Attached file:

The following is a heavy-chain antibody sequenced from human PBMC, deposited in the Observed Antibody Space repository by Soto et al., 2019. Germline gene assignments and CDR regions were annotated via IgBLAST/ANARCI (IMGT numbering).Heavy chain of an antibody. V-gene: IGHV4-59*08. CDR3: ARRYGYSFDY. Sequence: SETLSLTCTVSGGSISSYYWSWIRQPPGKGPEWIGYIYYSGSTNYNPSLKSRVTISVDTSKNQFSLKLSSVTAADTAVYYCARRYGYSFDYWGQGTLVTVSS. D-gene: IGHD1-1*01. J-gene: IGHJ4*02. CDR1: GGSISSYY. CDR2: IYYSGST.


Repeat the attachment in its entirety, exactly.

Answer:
The following is a heavy-chain antibody sequenced from human PBMC, deposited in the Observed Antibody Space repository by Soto et al., 2019. Germline gene assignments and CDR regions were annotated via IgBLAST/ANARCI (IMGT numbering).Heavy chain of an antibody. V-gene: IGHV4-59*08. CDR3: ARRYGYSFDY. Sequence: SETLSLTCTVSGGSISSYYWSWIRQPPGKGPEWIGYIYYSGSTNYNPSLKSRVTISVDTSKNQFSLKLSSVTAADTAVYYCARRYGYSFDYWGQGTLVTVSS. D-gene: IGHD1-1*01. J-gene: IGHJ4*02. CDR1: GGSISSYY. CDR2: IYYSGST.